Holden is finally less skeptical of his surroundings, and he begins to accept them. His thoughts signify that he is more open to help and kindness: “even if he was a flit, he had certainly been very nice to me.” (pg. 195). He begins to question the validity of his actions, and although he was unable to revert his actions, his subsequent actions will be affected positively by this questioning.

Battle of the non-conformists

Both Holden and Paikea fought against something that is much larger than themselves. This similarity of enemy, led to similar experiences during their rebellion. Throughout the novel, Holden often believes that his rebellion is hopeless, and that he is insignificant; for instance his feeling of disappearing when crossing the street. Paikea experiences something similar, when she is led to believe that she will never obtain the acceptance of her grandfather. As a result, both Holden and Paikea have a negative outlook on their environment and community. This feeling of hopelessness leads to a another significant similarity, they are both very emotional. Both Holden and Paikea cry at numerous points in the stories, often when they feel overwhelmed by their opposition.

Unlike Holden, Paikea was aware of who she was fighting, and what she was fighting for. He was fighting her tradition and for her right to be noticed as a leader. This gave her a great advantage because she had the ability to know her objectives, and as a result, she was not taking shots in the dark like Holden. Holden was at a further disadvantage because he was either unwilling or unable to effectively explain his position. For instance, when speaking to Sally about all he resented about the city, she continued to exclaim that he “wasn’t making any sense” or he was “you keep jumping from--[she was cut off by his rant].” Another difference, likely the one most essential to success, was the public’s view of their rebellion. Holden made no progress, and was seen by others as a misanthrope. Paikea made incremental progress, and was seen as an activist, fighting for what she believed. This ultimately lead to Holden’s downfall, and Paikea’s success.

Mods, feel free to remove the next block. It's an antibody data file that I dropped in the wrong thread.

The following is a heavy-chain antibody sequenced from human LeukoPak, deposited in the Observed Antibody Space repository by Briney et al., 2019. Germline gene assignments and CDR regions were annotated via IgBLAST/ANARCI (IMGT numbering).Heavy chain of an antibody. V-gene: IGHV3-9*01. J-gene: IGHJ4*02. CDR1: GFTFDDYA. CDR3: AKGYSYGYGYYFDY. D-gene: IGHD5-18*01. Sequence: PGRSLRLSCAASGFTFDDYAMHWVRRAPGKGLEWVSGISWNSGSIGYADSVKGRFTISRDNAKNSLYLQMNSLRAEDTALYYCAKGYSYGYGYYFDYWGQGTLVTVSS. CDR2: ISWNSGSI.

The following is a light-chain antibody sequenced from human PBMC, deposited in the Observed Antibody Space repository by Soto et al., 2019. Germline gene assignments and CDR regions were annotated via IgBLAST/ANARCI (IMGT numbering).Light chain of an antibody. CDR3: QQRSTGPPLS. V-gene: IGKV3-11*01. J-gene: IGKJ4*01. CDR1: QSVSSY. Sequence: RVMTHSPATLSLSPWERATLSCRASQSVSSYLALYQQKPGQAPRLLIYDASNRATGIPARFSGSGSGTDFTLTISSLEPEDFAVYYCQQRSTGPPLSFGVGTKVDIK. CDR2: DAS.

Paikea is more successful because she proves herself as the Whale Rider, and thus wins her grandfathers acceptance. Non-conformists must know and understand their opposition. This is what led to Holden submitting to the resistance. A non-conformist must effectively describe their argument effectively, to at least allow others to understand their frustration. Throughout Holden’s experience, others saw him as a hopeless young boy, who was confused with the world. At no point did anyone say to him that they “understood” his discontent with life. Paikea was seen as a naive young girl at some points of the story, but in others she was seen (mainly by the woman) as a righteous warrior, who stood for what she believed in. Finally, a non-conformist must propose an alternative, and give specific examples of its success. Holden’s alternative was not understood, and could thus not be accepted. Paikea demonstrated her leadership abilities at multiple points during the story, when she fixed the motor boat, defeated the boy in fighting, and many others. Paikea was thus, a successful non-conformist.